The existing memory effect on the opening and
closing of a circuit breaker in the PN model was
solved using a feature of Petri nets called self-loop.
This is done by interconnecting one place and transi-
tion by two arcs in opposite directions to each other.
Thus, the turn on circuit breaker do not lost a token
by energizing a bus transition is enabled by the place
up switch can shoot without any loss of the marking
place in dynamic network.
The model of free behavior of the electric power
system does not describe the actual behavior of EPS
elements. Decoupling between individualized mod-
els of its elements provide the appearance of undesir-
able states or states that would cause risk to integrity
of the EPS. To eliminate such states, the model was
expanded using local supervisors. The Local super-
visors are places inserted in the free model that have
the ability to restrict undesirable states through inhi-
bition of controllable transitions ﬁring. The imple-
mentation of these controllers are made from inequal-
ities that describe such constraint. These inequations
determining the initial marking, the weights of input
and output arcs for each supervisor. The evolution of
the dynamics of the new network is presented as a se-
quence of markings of places that fully comply with
the procedures and or care that you have to turn on or
off an electric power system without weakening the
actual functionality of the EPS.
The existing mememory effect on the opening and
closing of a switcher and breaker in the PN model
was solved using a feature of Petri nets called self-
loop. This is done by interconnecting one place and
transition by two arcs in opposite directions to each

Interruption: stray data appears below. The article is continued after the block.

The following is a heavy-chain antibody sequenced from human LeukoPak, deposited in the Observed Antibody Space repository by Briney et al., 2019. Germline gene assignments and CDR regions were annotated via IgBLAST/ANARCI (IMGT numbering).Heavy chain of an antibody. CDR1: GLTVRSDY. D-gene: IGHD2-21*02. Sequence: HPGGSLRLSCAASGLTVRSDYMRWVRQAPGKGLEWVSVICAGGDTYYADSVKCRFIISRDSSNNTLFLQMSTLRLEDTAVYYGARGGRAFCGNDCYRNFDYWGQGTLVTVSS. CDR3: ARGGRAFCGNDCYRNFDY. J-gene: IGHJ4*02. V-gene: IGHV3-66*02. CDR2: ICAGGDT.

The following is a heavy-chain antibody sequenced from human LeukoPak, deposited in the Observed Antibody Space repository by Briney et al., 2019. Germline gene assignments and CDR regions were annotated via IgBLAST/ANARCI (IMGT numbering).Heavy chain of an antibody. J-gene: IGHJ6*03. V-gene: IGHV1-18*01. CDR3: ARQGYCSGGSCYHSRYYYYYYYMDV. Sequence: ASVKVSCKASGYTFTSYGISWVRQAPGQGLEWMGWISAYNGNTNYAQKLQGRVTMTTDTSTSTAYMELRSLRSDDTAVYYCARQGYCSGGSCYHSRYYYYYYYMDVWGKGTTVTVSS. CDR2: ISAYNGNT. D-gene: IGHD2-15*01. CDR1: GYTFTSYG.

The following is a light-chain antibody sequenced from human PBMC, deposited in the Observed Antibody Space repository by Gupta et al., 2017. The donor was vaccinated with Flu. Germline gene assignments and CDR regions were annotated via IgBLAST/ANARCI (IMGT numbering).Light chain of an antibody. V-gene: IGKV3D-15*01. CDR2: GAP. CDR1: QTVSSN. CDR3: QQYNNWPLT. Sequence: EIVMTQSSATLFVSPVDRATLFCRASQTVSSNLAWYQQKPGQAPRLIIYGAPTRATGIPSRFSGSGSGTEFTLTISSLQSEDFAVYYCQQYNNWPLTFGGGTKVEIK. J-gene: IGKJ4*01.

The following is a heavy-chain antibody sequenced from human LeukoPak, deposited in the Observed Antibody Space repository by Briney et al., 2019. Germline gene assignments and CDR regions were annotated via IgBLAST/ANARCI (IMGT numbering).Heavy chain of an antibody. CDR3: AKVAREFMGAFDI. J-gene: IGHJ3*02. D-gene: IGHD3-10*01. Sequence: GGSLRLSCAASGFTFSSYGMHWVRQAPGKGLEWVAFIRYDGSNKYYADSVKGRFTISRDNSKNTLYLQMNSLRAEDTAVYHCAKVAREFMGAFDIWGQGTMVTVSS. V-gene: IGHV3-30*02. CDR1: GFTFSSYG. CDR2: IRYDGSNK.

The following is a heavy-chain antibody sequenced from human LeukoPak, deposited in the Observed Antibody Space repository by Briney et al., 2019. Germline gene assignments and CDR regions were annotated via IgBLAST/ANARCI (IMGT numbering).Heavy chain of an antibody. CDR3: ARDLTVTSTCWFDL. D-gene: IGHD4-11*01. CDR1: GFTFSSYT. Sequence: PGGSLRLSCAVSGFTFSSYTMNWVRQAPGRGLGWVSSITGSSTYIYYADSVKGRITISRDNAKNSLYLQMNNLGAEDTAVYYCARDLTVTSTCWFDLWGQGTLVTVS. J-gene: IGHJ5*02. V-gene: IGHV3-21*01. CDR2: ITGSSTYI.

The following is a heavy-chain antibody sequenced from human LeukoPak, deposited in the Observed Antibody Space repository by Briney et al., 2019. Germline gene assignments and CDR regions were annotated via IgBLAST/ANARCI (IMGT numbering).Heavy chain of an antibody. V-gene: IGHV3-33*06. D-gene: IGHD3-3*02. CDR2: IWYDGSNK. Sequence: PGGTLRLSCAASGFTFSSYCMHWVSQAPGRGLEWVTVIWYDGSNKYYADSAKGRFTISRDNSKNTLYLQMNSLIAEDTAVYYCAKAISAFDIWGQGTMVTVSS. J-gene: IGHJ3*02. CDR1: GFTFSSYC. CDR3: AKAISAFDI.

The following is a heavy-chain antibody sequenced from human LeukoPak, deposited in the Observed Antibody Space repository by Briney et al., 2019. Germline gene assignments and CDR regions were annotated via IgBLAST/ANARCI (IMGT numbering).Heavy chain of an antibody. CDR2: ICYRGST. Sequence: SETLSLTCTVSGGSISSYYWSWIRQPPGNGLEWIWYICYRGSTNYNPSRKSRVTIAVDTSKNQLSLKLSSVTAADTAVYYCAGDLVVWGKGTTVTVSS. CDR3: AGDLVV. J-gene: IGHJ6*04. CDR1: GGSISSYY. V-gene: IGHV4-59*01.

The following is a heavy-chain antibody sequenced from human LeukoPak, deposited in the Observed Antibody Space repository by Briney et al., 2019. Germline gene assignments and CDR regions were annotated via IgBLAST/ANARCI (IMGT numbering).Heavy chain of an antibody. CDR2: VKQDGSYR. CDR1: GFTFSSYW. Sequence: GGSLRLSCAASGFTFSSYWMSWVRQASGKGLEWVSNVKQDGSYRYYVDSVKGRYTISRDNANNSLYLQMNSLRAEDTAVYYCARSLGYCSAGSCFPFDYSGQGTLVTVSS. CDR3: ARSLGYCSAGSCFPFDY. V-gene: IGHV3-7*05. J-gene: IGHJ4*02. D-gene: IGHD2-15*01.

other. Thus, the turn on switcher do not lost a token
by energizing a bus transition is enabled by the place
up switch can shoot without any loss of the marking
place in dynamic network.
The model of free behavior of the electric power
system does not describe the actual behavior of EPS
elements. Decoupling between individualized mod-
els of its elements provide the appearance of undesir-
able states or states that would cause risk to integrity
of the EPS. To eliminate such states, the model was
expanded using local supervisors. The Local super-
visors are places inserted in the free model that have
the ability to restrict undesirable states through inhi-
bition of controllable transitions ﬁring. The imple-
mentation of these controllers are made from inequal-
ities that describe such constraint. These inequations
ICINCO 2016 - 13th International Conference on Informatics in Control, Automation and Robotics
482
determining the initial marking, the weights of input
and output arcs for each supervisor. The evolution of
the dynamics of the new network is presented as a se-
quence of markings of places that fully comply with
the procedures and or care that you have to turn on or
off an electric power system without weakening the
actual functionality of the EPS.
Going beyond that as future work should improve
the model by entering the protection elements and ap-
ply this model in the study of diagnosability.